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A walk back through the year that was

Submitting this essay were Barbara Thornton, a Precinct 16 Town Meeting member, and her husband, Ron Alex. They offer holiday greetings to Arlington and review the year following a long walk around Cambridge’s Fresh Pond.

Personal essay

A gaggle of geese floated together pondering the approaching sunset. A hundred yards further floated a bevy of swans. Bright sunshine on blue water. After March’s Covid-19 “shelter in place” orders, in walks through the Arlington Great Meadows, on the banks of the Charles River and along streams feeding Mystic Lake, we watched the fuzzy baby geese and the fluffy newborn swans learning to walk and swim with proud parents nearby. Now they are all grown.

The garden in late March, dormant since the previous fall, came to life with the teddy bears perched in windows and on the lawn to entertain the constant parade of toddlers in strollers out for the fresh air. Nearby woods were coming to life, marsh grass going from brown to bright green. Spring peeper frogs come alive in the vernal ponds. Azaleas bloomed. Then the peonies, rhodos, iris, allium, mountain laurel, liatris, viburnum, all in their turn.

What blooms in June

By June, gardens sprouted election signs, Black Lives Matter signs, Love Lives Here signs. A parade of masked adults marched through communities, six feet apart, with protest banners. June brought out the roses in their wonderful forms, colors, shapes and scents. The month included a very strange Arlington Town Meeting. No fife and drums. All 250-plus of us gathered in six-feet-apart seats on the high school football field. One for the record books, after a few hundred years.

By July, trees were fully leafed out, providing welcome shade while sitting in the garden sipping our limeade and ice tea mix and watching the hummingbirds. Sitting in the garden gave way to sitting in the car, as we escaped for a road trip to a place we’d never been: Ithaca, Skaneateles, Syracuse, the Adirondacks. … Upstate New York. Did you know Harriet Tubman and William Seward, who was secretary of state, were good friends and lived about half a mile apart? The footprints of the Underground Railroad were everywhere.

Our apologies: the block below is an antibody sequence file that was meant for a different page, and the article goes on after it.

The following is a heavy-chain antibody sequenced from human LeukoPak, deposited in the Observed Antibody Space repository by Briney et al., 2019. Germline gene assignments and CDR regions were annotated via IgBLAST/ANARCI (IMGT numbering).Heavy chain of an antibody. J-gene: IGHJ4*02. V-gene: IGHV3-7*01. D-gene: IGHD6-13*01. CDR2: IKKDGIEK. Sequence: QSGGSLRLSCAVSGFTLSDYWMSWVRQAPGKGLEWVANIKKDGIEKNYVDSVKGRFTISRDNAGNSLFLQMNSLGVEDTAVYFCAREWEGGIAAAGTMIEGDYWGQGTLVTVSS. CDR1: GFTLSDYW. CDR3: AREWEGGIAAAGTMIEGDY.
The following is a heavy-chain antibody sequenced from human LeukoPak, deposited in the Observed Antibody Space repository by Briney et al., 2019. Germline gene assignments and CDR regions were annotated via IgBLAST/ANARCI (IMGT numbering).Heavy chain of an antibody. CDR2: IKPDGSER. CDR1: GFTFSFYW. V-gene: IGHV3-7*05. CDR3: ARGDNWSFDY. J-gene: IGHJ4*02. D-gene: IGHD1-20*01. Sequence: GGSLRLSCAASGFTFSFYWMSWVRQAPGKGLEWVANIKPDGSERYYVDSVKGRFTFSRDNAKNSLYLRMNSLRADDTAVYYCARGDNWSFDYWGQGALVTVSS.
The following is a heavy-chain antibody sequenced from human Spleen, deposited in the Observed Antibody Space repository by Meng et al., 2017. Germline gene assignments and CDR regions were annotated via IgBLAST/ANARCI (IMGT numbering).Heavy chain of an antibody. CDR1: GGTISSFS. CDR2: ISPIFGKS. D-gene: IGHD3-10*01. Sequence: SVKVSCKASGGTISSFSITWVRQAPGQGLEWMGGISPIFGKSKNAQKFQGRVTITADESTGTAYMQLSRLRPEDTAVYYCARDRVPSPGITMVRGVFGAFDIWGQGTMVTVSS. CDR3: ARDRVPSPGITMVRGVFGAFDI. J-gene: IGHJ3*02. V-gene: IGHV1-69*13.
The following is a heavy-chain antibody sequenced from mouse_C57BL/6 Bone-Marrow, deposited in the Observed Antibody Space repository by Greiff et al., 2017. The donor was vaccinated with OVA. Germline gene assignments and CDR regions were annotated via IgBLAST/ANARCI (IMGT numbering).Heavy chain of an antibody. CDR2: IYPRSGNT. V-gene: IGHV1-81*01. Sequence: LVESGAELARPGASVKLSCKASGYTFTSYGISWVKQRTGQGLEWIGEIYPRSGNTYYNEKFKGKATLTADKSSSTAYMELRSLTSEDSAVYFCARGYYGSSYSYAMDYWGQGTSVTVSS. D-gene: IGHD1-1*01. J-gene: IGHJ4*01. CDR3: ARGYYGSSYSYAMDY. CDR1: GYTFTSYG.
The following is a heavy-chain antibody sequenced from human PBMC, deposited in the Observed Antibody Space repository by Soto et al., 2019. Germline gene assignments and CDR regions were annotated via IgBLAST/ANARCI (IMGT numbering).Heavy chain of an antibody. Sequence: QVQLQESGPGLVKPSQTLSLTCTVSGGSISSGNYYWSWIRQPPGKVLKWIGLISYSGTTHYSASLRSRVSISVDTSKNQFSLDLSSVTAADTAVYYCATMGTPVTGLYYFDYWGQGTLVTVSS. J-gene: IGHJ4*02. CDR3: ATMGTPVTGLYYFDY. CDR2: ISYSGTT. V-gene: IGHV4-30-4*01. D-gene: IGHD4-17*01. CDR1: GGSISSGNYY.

August road trips

Hyacinth entered its glory phase in August. But it wasn’t enough. So we added more perennials in the bare patches we could find, and we ripped up the old driveway to lay in a fancy cobblestone trimmed driveway and walkway to the back door. It still wasn’t enough. Ron got a fierce yearning to move. So another road trip took us to explore 26 different places in coastal Maine.

By October, the vernal ponds were gone, the leaves were red, yellow and orange; the marsh grass a bronze orange and gold. Tai chi continued outdoors in the open under the trees in the Arlington park designed by Frederick Law Olmsted. One 20-minute pass through the 88 postures in the Yang style Long Form featured blazing sun, shadow, icy wind, hail and back to mellow Fall again. 

Remembering the birds we’d watched frolicking through the summer months, we added new bird feeders and mealy bugs to attract bluebirds. As November came to a close, we valued even more the opportunities Zoom provided to stay in touch with other humans, whether business, book club, virtual Town Meeting (the November Covid-19 version) or friends, it will get us through the cold season -- that and bird-watching, star-gazing and winter walks.

Nature's transitions

Deprived of all our normal routines, we have remained entertained by the transitions of Mother Nature. The signs of even greater transitions, such as the telemedicine evaluation when I thought I had a concussion after a fall on a hiking trail or the opportunity to have a meeting without spending an hour just getting there and back or watching a new approach to vaccine produced in record short time, these are transitions that will likely permanently improve our lives. Other transitions continue as ever before -- watching your favorite kids’ teeth fall out and new, bigger ones, grow in.

It’s been a super busy year. (No, still not retired!) Many frustrations. Too much strange news. We’ll be so very happy to say goodbye to 2020. But this horrible year, with the fearsome pandemic, has also left us with a new sense of the year’s rhythms, the transitions of nature, that we hope to carry forward.

We also wish you health, happiness and fresh breezes in the new year. We hope to hear from you.

Reach Thornton at This email address is being protected from spambots. You need JavaScript enabled to view it. and Alex at This email address is being protected from spambots. You need JavaScript enabled to view it..

This essay was published Saturday, Dec. 26, 2020. Thornton, the mother of two, is a grandmother, entrepreneur and community activist for diversity, social justice and affordable housing. She loves Muddy Waters, Ella Fitzgerald and Tom Paxton. She is a big believer in flexible time, governance and the power of individuals to change the world.

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